• #11
Hurkyl
Staff Emeritus
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What does the question "Why?" even mean?
 
  • #12
Dovekie
27
0
Also, there's a limit to self-awareness and higher consciousness. Sorry to reiterate the obvious, but I felt it was relevant.

There's a quote: "Our greatest weakness as human beings is not knowing that we don't know".

There's no level of self-awareness/higher consciousness that will grant access to knowing the things we don't know. I personally don't think it's our 'greatest weakness'. As long as you've made peace with the fact that you can't know or understand everything, it no longer qualifies as a weakness, per se. That's not saying you should just give up and stop questioning and wondering - there's still so much out there you can gain from questioning.

There's always going to be the illusion that we're getting close to the answer(s), but once again that's just because we're limited to what we know or what we think there is to know.

∴ (In my opinion) we'll never understand why...

n.b. I haven't been on these forums since 2004, and I love how the cogs in my head are turning again. Cheers for all the intellectual discussions on here. It's nice to have my mind on something other than college gossip *sigh*.
 
  • #13
vanesch
Staff Emeritus
Science Advisor
Gold Member
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We already know why the universe exists. It is there to make me possible. :cool:
 
  • #14
greghouse
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0
My point being we search for a 'why' in the universe because the universe is to cold without one. We desperately want there to be a why. i.e. religion

I agree completely, the question is biased. If we ask "Why?", we assume that there is a reason for our existence; hade we asked "If there's a reason, then why?" it would have been unbiased.
 
  • #15
Holocene
237
0
I selected "In time, yes, we will know exactly why the universe exists.", although, I think it should say "how it came into existence", not why.

I agree completely, the question is biased. If we ask "Why?", we assume that there is a reason for our existence; hade we asked "If there's a reason, then why?" it would have been unbiased.


I'm not invoking any underlying "meaning" or "purpose" when I use the word "why". "How" and "why" are essentially the same thing here.

Why do objects fall to the ground when dropped? We can explain that fairly well without invoking anything other than scientific theory.
 
  • #16
Barfolumu
68
0
What does the question "Why?" even mean?

I drew up a diagram of English's interrogatives awhile back, and drew the conclusion that they all are built upon "What"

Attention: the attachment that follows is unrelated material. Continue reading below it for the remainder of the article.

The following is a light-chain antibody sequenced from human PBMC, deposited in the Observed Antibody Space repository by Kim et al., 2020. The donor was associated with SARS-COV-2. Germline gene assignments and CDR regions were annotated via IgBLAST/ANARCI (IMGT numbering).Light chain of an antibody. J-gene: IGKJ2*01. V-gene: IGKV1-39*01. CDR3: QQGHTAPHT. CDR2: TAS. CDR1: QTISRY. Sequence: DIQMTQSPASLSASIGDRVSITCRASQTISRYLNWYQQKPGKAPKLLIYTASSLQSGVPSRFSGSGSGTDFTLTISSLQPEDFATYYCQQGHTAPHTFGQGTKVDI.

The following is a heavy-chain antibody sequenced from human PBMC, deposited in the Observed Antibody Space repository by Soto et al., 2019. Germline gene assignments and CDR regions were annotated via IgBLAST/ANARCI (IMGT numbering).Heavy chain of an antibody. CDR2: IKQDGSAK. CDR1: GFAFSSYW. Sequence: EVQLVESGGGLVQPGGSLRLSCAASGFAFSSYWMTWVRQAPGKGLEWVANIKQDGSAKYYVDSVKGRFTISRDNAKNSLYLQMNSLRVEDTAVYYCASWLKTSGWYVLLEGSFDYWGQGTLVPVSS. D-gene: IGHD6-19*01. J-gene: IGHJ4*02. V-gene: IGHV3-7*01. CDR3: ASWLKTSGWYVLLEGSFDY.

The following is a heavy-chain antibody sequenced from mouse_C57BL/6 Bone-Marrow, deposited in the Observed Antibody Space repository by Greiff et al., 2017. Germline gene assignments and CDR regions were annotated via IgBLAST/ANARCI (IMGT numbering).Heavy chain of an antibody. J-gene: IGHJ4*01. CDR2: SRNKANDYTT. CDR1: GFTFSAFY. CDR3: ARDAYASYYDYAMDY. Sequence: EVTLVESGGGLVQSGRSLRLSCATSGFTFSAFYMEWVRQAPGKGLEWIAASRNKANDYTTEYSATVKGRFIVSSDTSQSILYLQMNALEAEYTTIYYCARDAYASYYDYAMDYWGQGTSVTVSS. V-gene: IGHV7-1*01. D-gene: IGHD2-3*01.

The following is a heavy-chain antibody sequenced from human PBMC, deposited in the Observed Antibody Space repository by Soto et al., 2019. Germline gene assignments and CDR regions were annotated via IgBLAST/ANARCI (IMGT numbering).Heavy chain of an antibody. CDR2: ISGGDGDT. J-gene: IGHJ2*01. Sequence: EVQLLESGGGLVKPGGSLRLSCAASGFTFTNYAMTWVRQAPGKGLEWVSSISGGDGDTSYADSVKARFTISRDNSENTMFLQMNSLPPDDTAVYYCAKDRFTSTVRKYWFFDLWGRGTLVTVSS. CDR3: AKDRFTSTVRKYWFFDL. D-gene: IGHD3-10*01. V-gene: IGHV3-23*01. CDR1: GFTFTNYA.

Who: What person?
When: What time?
Where: What place?
Why: for What reason?
How: by what means?

But then we get down to: http://dictionary.reference.com/browse/what" [Broken]

It requires one to select an answer out of not necessarily wholly defined set of answers. It requires a set of criteria, and a decision that is backed up by that criteria.

So, in context:

"Why" does the universe exist?
can equate to:

for what reason does the universe exist?

Primarily, I would argue that "Why" is a question of purpose, or more ethereally, a question of "inner meaning". To that, I would say we have several answers, but I would argue that the scientific method is not the best way to go about finding them, since an object with a purpose can be used for another purpose, and there isn't a single answer.
 
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  • #17
Benzoate
421
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I think the universe has always existed. I think the universe could care less what occupies it. Just like hurricanes and other earthly disasters are not going to be nit-picky about who lives and who dies if a person happens to be in the way of the hurricane. Why do humans care about a universe that could care less about the fate of humans
 
  • #18
sysreset
139
0
Why do humans care about a universe that could care less about the fate of humans?

Humans are incredibly curious. We want to find out as much as we can, and explore as far as we can go. Also there is always the possibility that understanding the fundamentals of our universe might pay off in some practical way, such as enhanced ability to survive.

I agree with you that the universe could care less about the fate of humans. The universe is not a sentient being, at least in my opinion. I also think the OP clearly stated in a follow up post that the original question was not asking in a religious sense about why the universe exists but was asking mechanically what got everything started at a particular point in time or in space. But if you are right and the universe has always existed, there may not be a reason for it.
 
  • #19
Eric DMC
19
0
The true question is not will we understand, but will we comprehend its existence?
Also I believe that if humanity had a long enough time we would discover and comprehend our universe.